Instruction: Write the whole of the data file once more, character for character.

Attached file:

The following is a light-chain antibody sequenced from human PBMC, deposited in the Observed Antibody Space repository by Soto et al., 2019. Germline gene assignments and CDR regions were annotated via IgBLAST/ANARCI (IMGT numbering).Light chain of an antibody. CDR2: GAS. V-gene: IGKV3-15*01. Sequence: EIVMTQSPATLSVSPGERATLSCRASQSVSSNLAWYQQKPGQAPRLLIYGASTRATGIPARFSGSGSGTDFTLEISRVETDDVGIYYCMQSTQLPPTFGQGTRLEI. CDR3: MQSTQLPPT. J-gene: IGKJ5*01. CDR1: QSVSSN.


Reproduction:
The following is a light-chain antibody sequenced from human PBMC, deposited in the Observed Antibody Space repository by Soto et al., 2019. Germline gene assignments and CDR regions were annotated via IgBLAST/ANARCI (IMGT numbering).Light chain of an antibody. CDR2: GAS. V-gene: IGKV3-15*01. Sequence: EIVMTQSPATLSVSPGERATLSCRASQSVSSNLAWYQQKPGQAPRLLIYGASTRATGIPARFSGSGSGTDFTLEISRVETDDVGIYYCMQSTQLPPTFGQGTRLEI. CDR3: MQSTQLPPT. J-gene: IGKJ5*01. CDR1: QSVSSN.